Synopsis: The Doctor takes Bill back in time to ancient Scotland to solve the mystery of what happened to the Ninth Legion of the Roman Army. When they arrive they find a far more chilling threat than any army…
Review: The Eaters of Light starts with the TARDIS materialising in Scotland during the time of the Roman Invasion. Bill and the Doctor have different ideas about what happened to the 9th Roman Legion and want to find out what really happened. The time travellers become separated and Bill is chased by a creature that we discover devours light. She finds a lone Roman soldier, and later the remains of the 9th Legion and convinces them the Doctor can help. The Doctor is captured by Picts but soon convinces them to work with the Romans and with the Doctor’s help the two ancient peoples coerce the creature back into the dimensional rift from which it came. They then enter the rift to defend the world from the Eaters of Light for all time. Back in the TARDIS, the Doctor and Missy have an intense conversation about the possibility of them becoming friends again.
This felt very much like an episode of Classic Who when Bill was trapped in the caves with death a hair’s breadth away. There was some nice humour when Bill discovered the TARDIS translation matrix which later became an amazing metaphor for the unifying effect the Doctor has on the people he meets. There were some beautiful shots of Scotland in this episode. I particularly liked the extreme wide shot of the TARDIS materialising in the landscape. Pearl Mackie acted brilliantly in this episode, from her awkward explanation to the Roman soldiers that she likes women to the heart wrenching “I’m sorry they killed him” when she first meets them. Both Peter Capaldi and Pearl Mackie were able to show their fine acting skills in the speeches they made to unite the Picts and the Romans.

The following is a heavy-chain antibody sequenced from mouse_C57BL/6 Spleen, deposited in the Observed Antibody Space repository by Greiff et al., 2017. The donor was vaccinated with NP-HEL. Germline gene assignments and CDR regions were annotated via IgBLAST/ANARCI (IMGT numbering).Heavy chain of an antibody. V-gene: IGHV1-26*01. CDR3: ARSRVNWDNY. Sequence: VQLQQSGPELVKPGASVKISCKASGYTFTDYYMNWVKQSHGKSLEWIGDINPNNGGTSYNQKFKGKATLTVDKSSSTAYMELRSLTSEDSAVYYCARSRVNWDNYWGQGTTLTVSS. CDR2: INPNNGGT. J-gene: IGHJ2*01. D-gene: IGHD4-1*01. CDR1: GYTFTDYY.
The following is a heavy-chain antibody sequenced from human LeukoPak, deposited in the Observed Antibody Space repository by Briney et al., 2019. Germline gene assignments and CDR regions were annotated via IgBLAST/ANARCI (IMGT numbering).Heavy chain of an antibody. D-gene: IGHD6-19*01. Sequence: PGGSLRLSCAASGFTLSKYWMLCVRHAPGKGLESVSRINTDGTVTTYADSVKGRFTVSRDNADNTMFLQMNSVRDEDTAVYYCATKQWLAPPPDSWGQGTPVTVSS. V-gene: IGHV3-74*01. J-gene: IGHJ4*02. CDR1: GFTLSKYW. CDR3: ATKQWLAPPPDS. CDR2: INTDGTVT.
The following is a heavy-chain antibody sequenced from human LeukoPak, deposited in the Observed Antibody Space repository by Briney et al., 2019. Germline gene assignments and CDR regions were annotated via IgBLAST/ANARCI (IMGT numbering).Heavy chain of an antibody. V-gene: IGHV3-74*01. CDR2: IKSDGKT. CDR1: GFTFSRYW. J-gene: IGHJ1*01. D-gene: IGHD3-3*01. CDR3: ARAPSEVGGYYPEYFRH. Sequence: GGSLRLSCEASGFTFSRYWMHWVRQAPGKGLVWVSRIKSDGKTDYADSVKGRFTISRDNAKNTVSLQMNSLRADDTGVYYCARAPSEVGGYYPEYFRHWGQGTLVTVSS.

The CGI of the dimensional rift was superb, as was the music used when the Doctor discovers it. Rebecca Benson delivered an excellent speech as Car about the evils of empire building and her interaction with Peter Capaldi was great, especially when the Doctor says “Who isn’t [scared]? But you’ve still got to face your beast anyway.” The Doctor’s heroism was shown strongly in this outing, with the Time Lord pushing aside a spear trained on him and volunteering to guard the cairn until the end of time. Peter Capaldi again showed his range here in the awesome speech he made to bring the Picts and Romans together. Very touching I thought was Nardole telling the crow “Her name was Car” and that becoming the crow’s call from that point forward.
Perhaps the most interesting moment in this episode was at the end, when Missy appeared to be on the verge of becoming good. Michelle Gomez delivered Missy’s heartfelt plea for friendship to the Doctor excellently. This also calls back to Death in Heaven, where Missy revealed that she wants her friend back. It should be extremely intriguing to see how this plays out in the final two episodes.
Overall, this was a great episode.
- Incidental Music9.5